Eye for Evidence: Chain of Custody/Evidence Documentation

March 1, 2021

With evidence comes the all important chain of custody. This one piece of information can hold a huge impact on a case as well as the outcome or importance of the case.

Chain of custody is part of the process of handling evidence in a case to ensure that each step is taken properly and documented with as much detail as possible. This way when you get to court there are no “holes” in your story whatsoever. It encompasses documentation, signatures of everyone who came into contact with it, the time and the date.

So many times it is very easy (and I have been there and have had to remind myself too) to skip a step or two when it comes to handling and documenting evidence. Part of the chain of custody includes sealing the evidence properly, initialing it and dating it. Also, all of those (tedious) fields on evidence bags that require you to fill out everything but your blood type, are crucial. It may seem like a pain in the you-know-what but missing even one of these steps could jeopardize your case.

I used to get bent out of shape when the crime lab would make me fill out every single little line about the evidence I was submitting for analysis. When you have 15 items and you have been working a murder case for three days straight, the last thing you want to do is fill out every line on that lab receipt. However, if you don’t it could bite you later. For example, I now work in private investigation and handle a lot of cases after the fact-meaning everything is done now it’s time for court. I have seen so many cases with glaring mistakes that maybe in the past I wouldn’t have really thought about. When it comes to court and the defense, you need to be able to explain everything you did clearly so there is no question. “Why did you turn in the evidence a month after it was collected?” “I didn’t remember the date and made something up” won’t cut it.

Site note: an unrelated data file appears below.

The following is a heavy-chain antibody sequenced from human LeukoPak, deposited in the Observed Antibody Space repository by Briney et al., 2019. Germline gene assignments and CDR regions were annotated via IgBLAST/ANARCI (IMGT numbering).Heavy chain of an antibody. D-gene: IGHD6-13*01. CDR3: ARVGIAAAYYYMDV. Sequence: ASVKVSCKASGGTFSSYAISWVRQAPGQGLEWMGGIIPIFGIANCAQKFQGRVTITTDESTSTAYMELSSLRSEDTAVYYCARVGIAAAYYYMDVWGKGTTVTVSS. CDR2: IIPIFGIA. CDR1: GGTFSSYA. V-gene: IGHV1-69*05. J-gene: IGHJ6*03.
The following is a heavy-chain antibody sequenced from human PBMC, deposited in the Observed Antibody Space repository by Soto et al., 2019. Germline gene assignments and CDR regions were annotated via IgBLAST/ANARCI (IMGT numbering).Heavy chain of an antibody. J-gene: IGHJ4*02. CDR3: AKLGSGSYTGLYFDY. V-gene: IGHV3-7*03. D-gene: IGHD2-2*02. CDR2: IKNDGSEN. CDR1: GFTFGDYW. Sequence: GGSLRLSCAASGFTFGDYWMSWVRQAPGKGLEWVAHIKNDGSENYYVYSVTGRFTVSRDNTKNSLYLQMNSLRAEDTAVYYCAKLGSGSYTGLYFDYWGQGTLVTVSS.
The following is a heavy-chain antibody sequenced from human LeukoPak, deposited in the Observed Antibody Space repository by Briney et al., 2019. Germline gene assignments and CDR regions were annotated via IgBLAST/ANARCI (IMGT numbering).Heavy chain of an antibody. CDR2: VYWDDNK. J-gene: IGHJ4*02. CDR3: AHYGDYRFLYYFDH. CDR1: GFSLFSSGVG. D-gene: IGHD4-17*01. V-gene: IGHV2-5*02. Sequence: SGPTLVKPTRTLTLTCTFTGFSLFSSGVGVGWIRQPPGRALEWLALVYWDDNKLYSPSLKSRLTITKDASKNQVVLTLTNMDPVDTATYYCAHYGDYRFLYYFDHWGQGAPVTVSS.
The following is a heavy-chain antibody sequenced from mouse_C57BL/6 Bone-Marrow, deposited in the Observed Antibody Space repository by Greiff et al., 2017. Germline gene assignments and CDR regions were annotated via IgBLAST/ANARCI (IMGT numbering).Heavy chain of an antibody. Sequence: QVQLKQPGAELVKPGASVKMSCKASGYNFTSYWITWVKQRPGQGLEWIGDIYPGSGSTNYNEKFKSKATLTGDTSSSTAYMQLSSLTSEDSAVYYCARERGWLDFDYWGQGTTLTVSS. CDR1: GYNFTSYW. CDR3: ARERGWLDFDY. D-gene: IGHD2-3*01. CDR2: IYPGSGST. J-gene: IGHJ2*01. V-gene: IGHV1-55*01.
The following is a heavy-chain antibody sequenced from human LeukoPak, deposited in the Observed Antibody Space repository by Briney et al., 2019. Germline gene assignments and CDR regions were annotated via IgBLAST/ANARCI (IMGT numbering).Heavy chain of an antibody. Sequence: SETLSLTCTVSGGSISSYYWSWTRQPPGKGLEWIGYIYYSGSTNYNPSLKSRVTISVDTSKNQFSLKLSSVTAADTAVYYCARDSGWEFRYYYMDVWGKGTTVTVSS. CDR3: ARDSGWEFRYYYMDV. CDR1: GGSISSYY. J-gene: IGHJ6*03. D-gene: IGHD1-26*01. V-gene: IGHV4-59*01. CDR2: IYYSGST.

This entire blog is to give guidance regarding the little things in law enforcement that may seem trivial in the moment but I am telling you it matters. Fill out the evidence bag properly-everyone who handled that evidence should have their name on that bag. Seal evidence properly so a question of broken seals cannot happen. Fill out that lab receipt to the best of your ability and take pride in your work even if it is the last task you want to do in that moment. When you have an air tight case later you will be glad you did.  

About the Author

Hilary Rodela

Hilary Rodela is currently a Surveillance Officer, a former Private Investigator, a former Crime Scene Investigator, and Evidence Technician. She worked for the Ruidoso (NM) Police Department as well as the Lubbock (TX) Police Department. She has written for several public safety publications and has extensive law enforcement and forensic training and is pursuing forensic expertise in various disciplines. Hilary is a freelance public safety writer and curriculum developer for the National Investigative Training Academy.

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